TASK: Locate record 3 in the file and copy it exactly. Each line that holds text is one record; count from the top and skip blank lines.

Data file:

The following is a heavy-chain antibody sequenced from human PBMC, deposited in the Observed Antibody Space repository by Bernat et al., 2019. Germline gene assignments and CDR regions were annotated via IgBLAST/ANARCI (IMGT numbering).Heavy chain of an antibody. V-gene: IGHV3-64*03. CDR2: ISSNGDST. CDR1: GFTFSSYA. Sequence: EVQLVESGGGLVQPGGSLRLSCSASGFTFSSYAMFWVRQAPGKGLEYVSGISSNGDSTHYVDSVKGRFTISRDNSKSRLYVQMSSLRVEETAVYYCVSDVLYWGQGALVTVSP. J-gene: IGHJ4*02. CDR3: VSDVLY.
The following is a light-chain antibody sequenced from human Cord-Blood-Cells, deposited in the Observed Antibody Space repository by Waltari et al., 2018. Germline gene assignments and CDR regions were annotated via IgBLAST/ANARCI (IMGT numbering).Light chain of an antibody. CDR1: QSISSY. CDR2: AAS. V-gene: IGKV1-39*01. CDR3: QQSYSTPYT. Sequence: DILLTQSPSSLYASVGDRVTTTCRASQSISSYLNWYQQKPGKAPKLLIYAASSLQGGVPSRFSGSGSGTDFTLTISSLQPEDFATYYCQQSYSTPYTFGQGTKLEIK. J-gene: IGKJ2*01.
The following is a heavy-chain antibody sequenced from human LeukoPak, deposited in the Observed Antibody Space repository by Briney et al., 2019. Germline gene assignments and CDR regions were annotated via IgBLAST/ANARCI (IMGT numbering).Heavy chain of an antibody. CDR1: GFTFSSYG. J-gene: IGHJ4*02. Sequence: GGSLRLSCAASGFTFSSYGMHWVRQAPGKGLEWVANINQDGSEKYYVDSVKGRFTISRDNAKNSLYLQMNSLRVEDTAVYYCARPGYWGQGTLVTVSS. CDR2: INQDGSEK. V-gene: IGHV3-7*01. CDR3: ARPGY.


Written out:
The following is a heavy-chain antibody sequenced from human LeukoPak, deposited in the Observed Antibody Space repository by Briney et al., 2019. Germline gene assignments and CDR regions were annotated via IgBLAST/ANARCI (IMGT numbering).Heavy chain of an antibody. CDR1: GFTFSSYG. J-gene: IGHJ4*02. Sequence: GGSLRLSCAASGFTFSSYGMHWVRQAPGKGLEWVANINQDGSEKYYVDSVKGRFTISRDNAKNSLYLQMNSLRVEDTAVYYCARPGYWGQGTLVTVSS. CDR2: INQDGSEK. V-gene: IGHV3-7*01. CDR3: ARPGY.